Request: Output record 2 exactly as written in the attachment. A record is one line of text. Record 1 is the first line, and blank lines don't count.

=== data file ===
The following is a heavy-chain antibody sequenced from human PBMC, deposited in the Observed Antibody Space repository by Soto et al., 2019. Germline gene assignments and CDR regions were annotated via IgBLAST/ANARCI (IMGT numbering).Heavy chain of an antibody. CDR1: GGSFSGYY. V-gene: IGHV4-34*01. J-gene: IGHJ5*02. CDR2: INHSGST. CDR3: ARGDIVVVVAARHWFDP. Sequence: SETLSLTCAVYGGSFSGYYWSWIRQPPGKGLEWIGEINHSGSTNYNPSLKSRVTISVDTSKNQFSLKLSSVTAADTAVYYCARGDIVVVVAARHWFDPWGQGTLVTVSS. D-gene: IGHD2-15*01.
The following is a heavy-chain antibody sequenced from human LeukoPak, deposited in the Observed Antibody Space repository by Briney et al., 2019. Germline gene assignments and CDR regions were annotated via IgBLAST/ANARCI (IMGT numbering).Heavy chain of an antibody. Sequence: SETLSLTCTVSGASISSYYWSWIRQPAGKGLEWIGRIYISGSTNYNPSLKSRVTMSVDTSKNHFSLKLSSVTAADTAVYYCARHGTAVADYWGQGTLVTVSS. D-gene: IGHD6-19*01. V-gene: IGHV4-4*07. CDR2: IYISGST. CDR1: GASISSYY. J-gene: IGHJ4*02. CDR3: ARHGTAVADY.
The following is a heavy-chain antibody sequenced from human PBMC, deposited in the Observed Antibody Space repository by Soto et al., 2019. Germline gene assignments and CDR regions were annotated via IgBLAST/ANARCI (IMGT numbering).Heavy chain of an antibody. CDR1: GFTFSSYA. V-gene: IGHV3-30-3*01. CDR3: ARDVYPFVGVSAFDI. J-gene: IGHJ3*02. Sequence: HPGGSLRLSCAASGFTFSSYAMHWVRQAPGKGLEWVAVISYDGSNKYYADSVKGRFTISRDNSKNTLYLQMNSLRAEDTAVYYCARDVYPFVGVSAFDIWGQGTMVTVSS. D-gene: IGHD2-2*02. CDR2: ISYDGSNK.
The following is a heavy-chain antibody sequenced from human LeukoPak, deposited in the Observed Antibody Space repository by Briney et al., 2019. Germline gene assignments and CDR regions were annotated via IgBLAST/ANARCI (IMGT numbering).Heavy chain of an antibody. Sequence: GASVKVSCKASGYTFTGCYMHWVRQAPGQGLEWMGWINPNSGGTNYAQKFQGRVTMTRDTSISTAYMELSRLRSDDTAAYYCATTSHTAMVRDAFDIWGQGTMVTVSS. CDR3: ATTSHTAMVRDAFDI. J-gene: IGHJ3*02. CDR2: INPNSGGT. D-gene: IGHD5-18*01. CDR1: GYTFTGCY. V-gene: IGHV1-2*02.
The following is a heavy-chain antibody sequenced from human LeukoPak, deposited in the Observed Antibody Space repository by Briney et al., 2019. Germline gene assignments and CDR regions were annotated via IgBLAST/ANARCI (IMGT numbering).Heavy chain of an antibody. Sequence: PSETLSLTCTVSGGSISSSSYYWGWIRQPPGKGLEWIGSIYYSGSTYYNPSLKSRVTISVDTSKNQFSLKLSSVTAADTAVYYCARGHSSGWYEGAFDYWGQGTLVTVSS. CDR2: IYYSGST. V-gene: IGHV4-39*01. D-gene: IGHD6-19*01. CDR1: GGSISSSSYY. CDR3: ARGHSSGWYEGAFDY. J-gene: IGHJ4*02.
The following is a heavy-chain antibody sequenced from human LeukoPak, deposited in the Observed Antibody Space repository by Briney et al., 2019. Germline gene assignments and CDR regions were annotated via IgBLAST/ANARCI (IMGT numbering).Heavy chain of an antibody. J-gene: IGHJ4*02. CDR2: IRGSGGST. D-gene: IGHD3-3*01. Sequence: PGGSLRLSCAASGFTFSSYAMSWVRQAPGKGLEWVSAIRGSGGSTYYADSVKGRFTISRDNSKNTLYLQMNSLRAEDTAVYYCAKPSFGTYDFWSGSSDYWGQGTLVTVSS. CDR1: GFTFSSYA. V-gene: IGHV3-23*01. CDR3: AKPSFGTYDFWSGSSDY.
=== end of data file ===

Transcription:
The following is a heavy-chain antibody sequenced from human LeukoPak, deposited in the Observed Antibody Space repository by Briney et al., 2019. Germline gene assignments and CDR regions were annotated via IgBLAST/ANARCI (IMGT numbering).Heavy chain of an antibody. Sequence: SETLSLTCTVSGASISSYYWSWIRQPAGKGLEWIGRIYISGSTNYNPSLKSRVTMSVDTSKNHFSLKLSSVTAADTAVYYCARHGTAVADYWGQGTLVTVSS. D-gene: IGHD6-19*01. V-gene: IGHV4-4*07. CDR2: IYISGST. CDR1: GASISSYY. J-gene: IGHJ4*02. CDR3: ARHGTAVADY.